What Are The Uses of Marble?

Architects have been using marble as a building material for millennia, and the reasons are many. Ancient monuments from Greece to the Far East adorn themselves with marble to this day, masterfully quarried and shaped with only hand tools. Even thousands of years later, the craftsmanship is a real sight to behold, and it’s all thanks to marble’s aesthetic appeal and unique physical characteristics.

Marble is one of the most beautiful natural stones on the planet, but it’s also practical for large structures. Its inherent durability and hardness make it ideal for long-term projects, among others, so here’s a quick word about the primary uses of marble before you contact a marble supplier near you.

Commercial structures

In our modern era, builders use many different types of natural stone, and one of the go-to choices is marble. Interestingly, this stone comes in three general varieties: white, cream, and black. But each of those breaks down into additional subtypes that vary by differences in the stone’s mineral composition. These nuances make some marble appear whirled or speckled with complementary colors; in others, marble is entirely white, almost as white as snow. 

As such, marble is more versatile than other stones because it comes in many different versions. You might see marble flooring or along interior walls in skyscrapers or anywhere that demands a touch of classic sophistication. Some large structures use marble for other interior design accents like polished staircase steps or handrails if the structure is a world-class building.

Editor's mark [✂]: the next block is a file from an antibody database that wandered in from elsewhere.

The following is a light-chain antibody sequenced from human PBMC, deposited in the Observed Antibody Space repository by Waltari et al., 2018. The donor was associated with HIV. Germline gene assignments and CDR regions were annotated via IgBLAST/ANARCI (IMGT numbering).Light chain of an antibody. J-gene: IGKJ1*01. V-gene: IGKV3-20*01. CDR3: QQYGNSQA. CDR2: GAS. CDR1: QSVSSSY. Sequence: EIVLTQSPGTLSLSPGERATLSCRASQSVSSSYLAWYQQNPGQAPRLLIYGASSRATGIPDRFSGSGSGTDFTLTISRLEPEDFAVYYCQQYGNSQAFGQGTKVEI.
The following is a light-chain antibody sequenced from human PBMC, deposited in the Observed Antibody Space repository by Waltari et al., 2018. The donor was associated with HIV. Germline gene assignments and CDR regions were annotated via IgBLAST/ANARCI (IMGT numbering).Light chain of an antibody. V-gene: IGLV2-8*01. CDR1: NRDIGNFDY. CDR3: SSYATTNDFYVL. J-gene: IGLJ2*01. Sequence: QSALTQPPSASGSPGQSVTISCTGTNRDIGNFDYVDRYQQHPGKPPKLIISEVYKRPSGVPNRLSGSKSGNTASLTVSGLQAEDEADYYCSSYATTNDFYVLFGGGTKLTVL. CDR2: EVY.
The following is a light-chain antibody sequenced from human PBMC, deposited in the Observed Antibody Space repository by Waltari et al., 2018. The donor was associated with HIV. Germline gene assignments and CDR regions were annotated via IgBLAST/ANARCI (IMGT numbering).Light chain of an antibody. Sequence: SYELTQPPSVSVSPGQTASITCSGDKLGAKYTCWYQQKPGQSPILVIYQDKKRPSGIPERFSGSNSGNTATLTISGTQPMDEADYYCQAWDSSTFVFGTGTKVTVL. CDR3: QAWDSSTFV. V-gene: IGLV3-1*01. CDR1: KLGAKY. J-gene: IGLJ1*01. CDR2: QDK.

Along those lines, sculptors have used marble as source material for thousands of years. Today, marble remains desirable for artistic projects that demand a stately style. Marble is also abundant, so price-wise, it doesn’t cost as much as other stones. Indeed, artists and sculptors can have a field day with marble, provided they have the masonry skills to shape it. Typically, marble for art projects is the softer variety that you can shape by hand gradually.

Try these ten space-saving hacks to Save Kitchen Space

Residential amenities

Lastly, we come to marble as a residential amenity. Granite has been in style for decades in the custom home industry, yet marble performs just as well, if not more so. Marble for kitchen countertops, for example, is easier to cut and shape than the marble used on commercial structures. In a typical home, you might find marble tiles in certain house sections, especially for bathroom flooring.

Furthermore, marble’s affordability makes it a great choice when a premium stone is too expensive. Some homeowners choose natural marble for its sheer beauty and personality. Every type of marble is unique, with tiny imperfections that give the stone character. Essentially, that’s why interior designers love marble because it provides them with more options when it comes time to select colors.

Overall, marble is one of the best types of natural stone for buildings. It’s beautiful, plentiful, easy to work with, and comes at a reasonable price when you need to buy large quantities from a marble supplier.

Scroll to Top